One of the things you should absolutely do when visiting Japan is to try on their traditional full-length garment called as kimono.
TRIVIA: A kimono is a beautiful and elegant full-length robe that’s used to be worn by the Japanese on a daily basis; but nowadays, it is mostly only being worn by the locals during graduation programs, tea ceremonies, festivals and other formal events. Nevertheless, Japan’s geisha and sumo wrestlers still wear it almost every day. Now, the term ‘kimono’ literally translates to “garment” with ki (着) which means “to wear” and mono (物) which means “thing” or “object”.
There are different types of kimono such as furisode (worn by unmarried women), yukata (informal wear for summer use) and many others. But as a standard, kimono are straight T-shape robes that falls to the ankles along with attached collars and long, wide sleeves. They are customarily wrapped around the body, always with the left side over the right (except when dressing the dead for burial) and are secured by a sash called as an obi, which is tied at the back. To finish it off, it is worn with traditional footwear (zōri or geta) and split-toe socks (tabi).
That being said, it can be quite a rare sight to witness a crowd of Japanese people wearing kimono on the streets, unless there’s an event. In fact, if you see someone dressed up in a kimono in public, that person would most likely be an expat or a tourist! With that in mind, as a non-Japanese person, it IS possible for you to put on a kimono, walk around with it for a day, and take lots and LOTS of photos — and you can do this simply by going to kimono rental shops that are spread out all over Japan.
The quintessential place to rent and wear a kimono would be in the ancient city of Kyoto; but if you’re short on time and can only explore the capital of Tokyo, don’t fret! Because much like what I did, simply head over to the district of Asakusa and make full use of its picturesque shrine and temple as well as its olden Edo era buildings and surroundings that serve as perfect backdrops for your pictures.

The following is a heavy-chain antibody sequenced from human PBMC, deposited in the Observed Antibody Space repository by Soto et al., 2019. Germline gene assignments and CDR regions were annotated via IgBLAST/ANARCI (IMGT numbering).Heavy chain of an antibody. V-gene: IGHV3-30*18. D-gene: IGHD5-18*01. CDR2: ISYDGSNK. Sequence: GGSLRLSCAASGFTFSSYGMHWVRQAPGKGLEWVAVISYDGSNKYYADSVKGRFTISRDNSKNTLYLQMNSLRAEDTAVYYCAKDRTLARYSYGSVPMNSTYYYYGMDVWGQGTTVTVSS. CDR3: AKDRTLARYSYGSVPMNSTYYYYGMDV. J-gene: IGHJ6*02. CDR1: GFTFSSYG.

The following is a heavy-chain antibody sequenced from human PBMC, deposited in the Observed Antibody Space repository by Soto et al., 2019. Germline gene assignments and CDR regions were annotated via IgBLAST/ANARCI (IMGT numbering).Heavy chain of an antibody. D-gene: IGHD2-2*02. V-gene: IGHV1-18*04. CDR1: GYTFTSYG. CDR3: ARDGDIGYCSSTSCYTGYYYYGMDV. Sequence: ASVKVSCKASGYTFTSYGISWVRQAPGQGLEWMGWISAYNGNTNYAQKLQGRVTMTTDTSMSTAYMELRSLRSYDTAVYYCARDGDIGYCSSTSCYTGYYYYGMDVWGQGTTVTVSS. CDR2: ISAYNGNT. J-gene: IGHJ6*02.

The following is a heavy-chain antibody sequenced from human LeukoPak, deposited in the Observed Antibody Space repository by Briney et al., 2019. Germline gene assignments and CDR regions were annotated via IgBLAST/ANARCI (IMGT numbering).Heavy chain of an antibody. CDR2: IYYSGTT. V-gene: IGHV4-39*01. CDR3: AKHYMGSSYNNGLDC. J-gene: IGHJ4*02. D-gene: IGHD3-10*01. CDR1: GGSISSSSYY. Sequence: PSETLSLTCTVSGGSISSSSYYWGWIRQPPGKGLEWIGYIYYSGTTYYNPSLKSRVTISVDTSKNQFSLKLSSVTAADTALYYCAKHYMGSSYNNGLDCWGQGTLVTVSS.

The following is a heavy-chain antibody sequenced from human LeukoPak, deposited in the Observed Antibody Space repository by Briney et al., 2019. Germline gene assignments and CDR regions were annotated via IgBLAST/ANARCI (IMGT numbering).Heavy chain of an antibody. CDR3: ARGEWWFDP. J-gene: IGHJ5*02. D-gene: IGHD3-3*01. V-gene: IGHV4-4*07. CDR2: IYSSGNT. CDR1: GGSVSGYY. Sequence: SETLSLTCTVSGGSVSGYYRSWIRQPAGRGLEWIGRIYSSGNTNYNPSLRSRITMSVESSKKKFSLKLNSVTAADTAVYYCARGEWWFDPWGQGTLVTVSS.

After all, I rented a kimono for a day while I was in Asakusa, Tokyo during my first trip to Japan and it was an experience that I will never forget and that I absolutely recommend for you to try alone, with friends, with family, or with your partner!.
[box_title class=”” subtitle=”” subtitle_font_size=”15″ font_size=”23″ border_color=”#ed2665″ animation_delay=”0″ font_alignment=”center” border=”around” animate=”” ]How to Rent a Kimono for a Day in Asakusa, Tokyo[/box_title]
» Where to rent a kimono
Finding a good kimono rental shop can be tricky if you don’t speak Japanese since many of the owners in Asakusa — or just Japanese people in general — don’t speak English fluently, or at all. Rest assured, there are shops (like those I will list below) that do have employees who can speak decent English.
But what place do I highly recommend? A rental shop called YAE. I picked them because when I was browsing for rental providers online, I noticed that YAE was providing more luxurious and sophisticated-looking kimono ensembles and designs compared to the other rental shops in the area (it was complete with ribbon obi, decorative strings, etc.). To illustrate:
What’s more is that a matching tote bag, zori (traditional Japanese slippers), tabi (socks), a complete hair styling session, and several hair accessories were already included in their base price. Also, its close proximity to the Sensoji Temple was a big plus for me!
Website to book: Klook
Hours: 9:30AM to 5:30PM daily
Google Maps: Near the train station [link] or you can also see this illustrated map of directions
If, however, you want to check out the other kimono rental shops in the area who offer other options on kimono (but often with simpler/modern design), click the (+) symbol below to expand the following section:
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[box_title class=”” subtitle=”” subtitle_font_size=”15″ font_size=”15″ border_color=”#ed2665″ animation_delay=”0″ font_alignment=”center” border=”middle” animate=”” ]Other Kimono Designs from YAE[/box_title]
Now… please don’t think that you can just buy your own kimono and proceed to put it on by yourself! First things first, a full kimono set customarily costs a fortune (a lot of Japanese people actually end up renting too since it’s a lot cheaper; plus, they rarely use it as well). Secondly, a kimono is an extremely intricate piece of clothing to put on given that it involves a LOT of layers and knots; so, you can’t just wear it whimsically without any prior experience and knowledge. Besides, someone typically helps put on a kimono for another person anyway, and these professionals usually take classes to learn how. Truth be told, one of the reasons why the Japanese rarely wear kimono nowadays is because they can’t put it on by themselves.
With all these factors considered, it’s truly best that you head on over to a professional Japanese kimono rental shop in order to get a hassle-free experience that will save you time, effort, and money — and with the help of this guide post, it’s my hope that the overall process will be smooth for you!
» The cost and duration of the kimono rental
When it comes to YAE, the cost of their regular kimono rental is as follows…
– ¥3,000 ($28) for kids 3-6 years old
– ¥4,880 ($45) for kids 7-10 years old
– ¥5,980~ yen ($55~) for females
– ¥5,680~ yen ($53~) for males
– ¥5,280~ yen ($50~) each if you come as a group of 3